• ITVI.USA
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    63.600
    0.6%
  • OTRI.USA
    5.340
    0.050
    0.9%
  • OTVI.USA
    11,048.870
    52.590
    0.5%
  • TLT.USA
    2.580
    0.010
    0.4%
  • TSTOPVRPM.ATLPHL
    2.020
    0.120
    6.3%
  • TSTOPVRPM.CHIATL
    1.590
    0.110
    7.4%
  • TSTOPVRPM.DALLAX
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    -2.1%
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    1.140
    0.040
    3.6%
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    1.3%
  • WAIT.USA
    120.000
    -19.000
    -13.7%
  • ITVI.USA
    11,074.870
    63.600
    0.6%
  • OTRI.USA
    5.340
    0.050
    0.9%
  • OTVI.USA
    11,048.870
    52.590
    0.5%
  • TLT.USA
    2.580
    0.010
    0.4%
  • TSTOPVRPM.ATLPHL
    2.020
    0.120
    6.3%
  • TSTOPVRPM.CHIATL
    1.590
    0.110
    7.4%
  • TSTOPVRPM.DALLAX
    1.380
    -0.030
    -2.1%
  • TSTOPVRPM.LAXDAL
    1.930
    0.070
    3.8%
  • TSTOPVRPM.PHLCHI
    1.140
    0.040
    3.6%
  • TSTOPVRPM.LAXSEA
    2.390
    0.030
    1.3%
  • WAIT.USA
    120.000
    -19.000
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American ShipperNews

US airlines teeter on financial abyss, apply for federal aid

U.S. airlines say they are burning through cash so fast that the $25 billion in emergency federal support enacted last week won’t be enough to keep them afloat and their workforces intact.

In a filing to the Securities and Exchange Commission late Friday, United Airlines said it is losing $100 million in revenue every day, compared to last year, and is preparing for at least a 30% reduction in revenue for the fourth quarter, ending Dec. 31.

And in separate messages to employees, the chief executives of Delta Air Lines (NYSE: DAL) and JetBlue Airways (NASDAQ: JBLU) said they are losing more than $60 million and $10 million per day, respectively..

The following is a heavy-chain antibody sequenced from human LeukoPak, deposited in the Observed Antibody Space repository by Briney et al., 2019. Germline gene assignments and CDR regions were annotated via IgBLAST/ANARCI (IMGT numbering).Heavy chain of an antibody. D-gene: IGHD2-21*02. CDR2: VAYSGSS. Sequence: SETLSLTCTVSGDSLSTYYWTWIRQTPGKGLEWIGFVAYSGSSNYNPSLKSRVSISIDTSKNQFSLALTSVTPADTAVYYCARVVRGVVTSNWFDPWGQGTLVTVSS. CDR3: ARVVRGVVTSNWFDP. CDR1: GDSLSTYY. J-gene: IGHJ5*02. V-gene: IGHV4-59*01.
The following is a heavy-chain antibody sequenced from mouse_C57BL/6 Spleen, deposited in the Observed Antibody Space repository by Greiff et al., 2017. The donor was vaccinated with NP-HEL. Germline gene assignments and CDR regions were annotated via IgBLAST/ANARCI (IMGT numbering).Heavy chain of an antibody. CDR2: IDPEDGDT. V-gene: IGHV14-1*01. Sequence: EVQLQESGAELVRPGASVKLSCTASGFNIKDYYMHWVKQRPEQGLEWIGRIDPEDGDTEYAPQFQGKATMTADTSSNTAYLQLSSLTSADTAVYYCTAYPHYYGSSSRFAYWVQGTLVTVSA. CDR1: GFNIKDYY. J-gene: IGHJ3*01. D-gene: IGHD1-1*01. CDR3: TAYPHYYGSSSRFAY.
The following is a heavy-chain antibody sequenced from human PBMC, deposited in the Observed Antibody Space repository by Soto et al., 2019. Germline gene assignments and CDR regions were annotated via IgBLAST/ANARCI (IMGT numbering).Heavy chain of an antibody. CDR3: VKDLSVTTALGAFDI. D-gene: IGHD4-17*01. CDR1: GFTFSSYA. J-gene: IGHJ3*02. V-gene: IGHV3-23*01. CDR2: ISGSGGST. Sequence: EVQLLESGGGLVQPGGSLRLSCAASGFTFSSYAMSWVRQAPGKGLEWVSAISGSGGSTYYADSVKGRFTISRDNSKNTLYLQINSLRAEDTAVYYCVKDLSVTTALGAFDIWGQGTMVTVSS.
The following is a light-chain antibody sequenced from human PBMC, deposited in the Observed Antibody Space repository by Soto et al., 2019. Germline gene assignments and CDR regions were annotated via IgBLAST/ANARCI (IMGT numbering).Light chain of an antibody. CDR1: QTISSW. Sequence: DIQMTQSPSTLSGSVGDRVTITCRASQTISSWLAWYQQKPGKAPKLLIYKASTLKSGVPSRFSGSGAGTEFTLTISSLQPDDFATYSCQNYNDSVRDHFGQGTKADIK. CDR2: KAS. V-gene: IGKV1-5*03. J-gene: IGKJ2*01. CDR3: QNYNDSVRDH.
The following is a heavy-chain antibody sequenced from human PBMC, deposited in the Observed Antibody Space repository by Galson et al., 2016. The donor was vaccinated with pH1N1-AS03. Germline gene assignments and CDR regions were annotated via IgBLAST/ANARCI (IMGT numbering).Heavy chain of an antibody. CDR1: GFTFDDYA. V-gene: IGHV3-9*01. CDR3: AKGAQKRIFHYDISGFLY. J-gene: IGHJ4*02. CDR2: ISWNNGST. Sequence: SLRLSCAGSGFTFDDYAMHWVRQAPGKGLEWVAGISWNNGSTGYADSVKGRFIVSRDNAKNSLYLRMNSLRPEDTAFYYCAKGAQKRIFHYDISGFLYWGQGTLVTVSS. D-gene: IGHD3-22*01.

Both airlines outlined how quickly their financial position has deteriorated in the few weeks since the coronavirus has turned into a global pandemic.

Delta, the largest in the world by revenue and second-largest U.S. carrier by passenger count, last Saturday moved 38,000 customers versus a normal late-March Saturday of 600,000. JetBlue expects to fly 7,000 passengers per day in April and May, compared to 120,000 under normal circumstances. Instead of taking in $22 million per day, it has $1 million in revenue.

Airlines are cutting capacity to the bone, pleading with workers to take unpaid leave, eliminating noncritical expenses, postponing IT projects and other capital expenditures, slashing corporate salaries, renegotiating vendor contracts, and borrowing heavily in an effort to maintain liquidity until the coronavirus is contained and people start traveling again.

Delta says 30,000 workers have volunteered for short-term unpaid leave and that the company is now looking for volunteers to stay home for six, nine or 12 months.

“We are leaving no stone unturned,” JetBlue CEO Robin Hayes said. The New York-based carrier has reduced its April schedule by 70% and parked more than 100 aircraft.